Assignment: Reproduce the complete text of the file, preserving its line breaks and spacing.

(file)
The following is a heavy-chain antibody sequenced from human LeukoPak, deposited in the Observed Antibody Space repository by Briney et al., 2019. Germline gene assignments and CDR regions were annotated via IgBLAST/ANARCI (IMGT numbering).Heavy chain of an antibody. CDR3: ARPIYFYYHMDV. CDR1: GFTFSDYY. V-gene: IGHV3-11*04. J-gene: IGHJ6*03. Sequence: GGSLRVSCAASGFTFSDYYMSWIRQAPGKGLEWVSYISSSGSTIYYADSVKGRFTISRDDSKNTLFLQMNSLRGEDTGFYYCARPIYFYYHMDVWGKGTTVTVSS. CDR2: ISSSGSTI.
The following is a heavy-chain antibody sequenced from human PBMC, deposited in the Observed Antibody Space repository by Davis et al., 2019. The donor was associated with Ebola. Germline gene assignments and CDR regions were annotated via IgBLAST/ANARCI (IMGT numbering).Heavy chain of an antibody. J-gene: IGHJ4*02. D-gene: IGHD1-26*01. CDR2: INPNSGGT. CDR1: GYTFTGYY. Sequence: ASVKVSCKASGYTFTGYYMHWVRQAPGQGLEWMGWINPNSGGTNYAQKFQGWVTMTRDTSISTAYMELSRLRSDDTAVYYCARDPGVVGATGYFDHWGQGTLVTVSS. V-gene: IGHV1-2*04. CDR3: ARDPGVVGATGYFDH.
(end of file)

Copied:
The following is a heavy-chain antibody sequenced from human LeukoPak, deposited in the Observed Antibody Space repository by Briney et al., 2019. Germline gene assignments and CDR regions were annotated via IgBLAST/ANARCI (IMGT numbering).Heavy chain of an antibody. CDR3: ARPIYFYYHMDV. CDR1: GFTFSDYY. V-gene: IGHV3-11*04. J-gene: IGHJ6*03. Sequence: GGSLRVSCAASGFTFSDYYMSWIRQAPGKGLEWVSYISSSGSTIYYADSVKGRFTISRDDSKNTLFLQMNSLRGEDTGFYYCARPIYFYYHMDVWGKGTTVTVSS. CDR2: ISSSGSTI.
The following is a heavy-chain antibody sequenced from human PBMC, deposited in the Observed Antibody Space repository by Davis et al., 2019. The donor was associated with Ebola. Germline gene assignments and CDR regions were annotated via IgBLAST/ANARCI (IMGT numbering).Heavy chain of an antibody. J-gene: IGHJ4*02. D-gene: IGHD1-26*01. CDR2: INPNSGGT. CDR1: GYTFTGYY. Sequence: ASVKVSCKASGYTFTGYYMHWVRQAPGQGLEWMGWINPNSGGTNYAQKFQGWVTMTRDTSISTAYMELSRLRSDDTAVYYCARDPGVVGATGYFDHWGQGTLVTVSS. V-gene: IGHV1-2*04. CDR3: ARDPGVVGATGYFDH.